"Outside a dog a book is man's best friend, inside a dog it is too dark to read!" -Groucho Marx========="The person, be it gentleman or lady, who has not pleasure in a good novel, must be intolerably stupid." -Jane Austen========="I don’t believe in the kind of magic in my books. But I do believe something very magical can happen when you read a good book."-JK Rowling========"I spend a lot of time reading." -Bill Gates=========“Ahhh. Bed, book, kitten, sandwich. All one needed in life, really.” -Jacqueline Kelly=========

Sunday, January 6, 2019

SIX DEGREES OF SEPARATION – FROM THE FRENCH LIEUTENANT’S WOMAN TO...

SIX DEGREES OF SEPARATION...THE FRENCH LIEUTENANT’S WOMAN

Six Degrees of Separation. 
We begin with
The French Lieutenant's Woman by John Fowles
I read it a long time ago but I seem to recall that the story has two endings, one happy, one not so happy.
Atonement by Ian McEwan 
This book also has two endings one is more imaginary or wishful, the other is the upsetting truth. After finishing the book, I desperately wanted to talk to someone who had also read the book.
A Thousand Acres by Jane Smiley
This was another book I really wanted to discuss with others when I was finished reading it. I never did find that person. Sigh. But I have come to understand that it is a modern retelling of Shakespeare's King Lear.
The Story of Edgar Sawtelle by David Wroblewski
This book is another modern retelling of a Shakespeare play: Hamlet. So, of course, there is an awful step-parent as one of the characters. We read this book in one of my book clubs.
The Leavers by Lisa Ko
Another book club selection that involves step or adoptive parents. It also involves undocumented immigrants to the USA.
Tortilla Curtain by T.C. Boyle
The juxtaposition between undocumented immigrants and the Americans they work for is very stark in this book. With the immigrants being treated unfairly and unkindly by their employers.
The Bean Trees by Barbara Kingsolver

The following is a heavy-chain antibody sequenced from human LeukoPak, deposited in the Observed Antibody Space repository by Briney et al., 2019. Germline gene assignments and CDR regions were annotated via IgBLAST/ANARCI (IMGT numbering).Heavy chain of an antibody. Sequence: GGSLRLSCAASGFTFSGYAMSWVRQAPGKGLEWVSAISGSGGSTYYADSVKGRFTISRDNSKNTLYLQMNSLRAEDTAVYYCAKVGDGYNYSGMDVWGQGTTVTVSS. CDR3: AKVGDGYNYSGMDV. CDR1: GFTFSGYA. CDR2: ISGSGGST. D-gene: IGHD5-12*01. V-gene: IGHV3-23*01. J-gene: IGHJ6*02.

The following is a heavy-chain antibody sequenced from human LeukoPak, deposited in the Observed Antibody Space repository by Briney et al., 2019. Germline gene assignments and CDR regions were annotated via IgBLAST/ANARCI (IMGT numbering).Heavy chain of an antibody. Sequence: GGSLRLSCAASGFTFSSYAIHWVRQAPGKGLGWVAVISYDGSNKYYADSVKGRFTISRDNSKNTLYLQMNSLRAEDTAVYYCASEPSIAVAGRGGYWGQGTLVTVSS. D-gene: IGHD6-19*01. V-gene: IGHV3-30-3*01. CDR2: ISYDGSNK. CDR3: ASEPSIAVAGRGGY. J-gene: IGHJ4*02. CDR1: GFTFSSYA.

Includes a portion where the young rescued girl, Turtle, is adopted by a woman with the help of some "illegal aliens." These people help Turtle and her new mom even though they are reviled by others in the community.

The French Lieutenant's Woman by John Fowles
Which brings us back to the beginning. One of the main characters of the story, Sarah Woodruff, is reviled by her community for being abandoned by the French Lieutenant and being a single woman is a world dominated by men and their rules.


I had no idea when I started this list that I would end here. Interestingly, with the exception of The Leavers, I read all the books on the list over ten years ago, though I did reread The French Lieutenant's Woman recently.
Join in the fun. Make your own Six Degrees of Separation list.

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13 comments:

  1. Fascinating list! I’ve only read a few of the books you connect.

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  2. Brilliant list! Bonus points for getting it to loop back around!

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  3. I love that you managed to bring it back round. I'll add the Edgar Sawtelle to my wishlist - I love retellings of Shakespeare etc

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    1. Sawtelle is long, but then so is Hamlet. I ended up loving the book but had a hard time talking anyone into reading it because of the length.

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  4. Lovely to see The Bean Trees in your links. It's one of my favourite Kingsolvers, much overshadowed since The Poisonwood Bible, though.

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    1. I read Bean Trees and Pigs in Heaven out of order, but loved them both. I don't find myself rereading Kingsolver, for some reason so I have to just remind myself how I felt when I was reading the books.

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  5. This is a brilliant chain - I’ll be adding most of the books to my TBR list! My most recently read book that was a retelling of Shakespeare was Nutshell by Ian McKewan (another Hamlet). When done well, they make for a fascinating read.

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    1. Thank you. I am not a big reader of Shakespeare that is why I needed help to understand A Thousand Acres. King Lear didn't jump out at me.

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  6. That's a great chain - I like the way you brought it full circle at the end. Apart from The French Lieutenant's Woman, I haven't read any of those books but I would like to read A Thousand Acres as I've enjoyed some of Jane Smiley's others.

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    1. I like Jane Smiley, too, though A Thousand Acres isn't exactly a feel good book.

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  7. I could have talked 1000 Acres with you; I remember enjoying it very much when I read it many, many years ago. Wonderful chain of books and you managed to include Bean Trees, another favorite when I read it so long ago.

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    1. I read A thousand Acres so long ago I have almost completely forgotten the plot but I know it wasn't pleasant what happened to the daughters.

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  8. I have a bit of a love/hate relationship with retellings of Shakespeare. Some work brilliantly, and others not so well...

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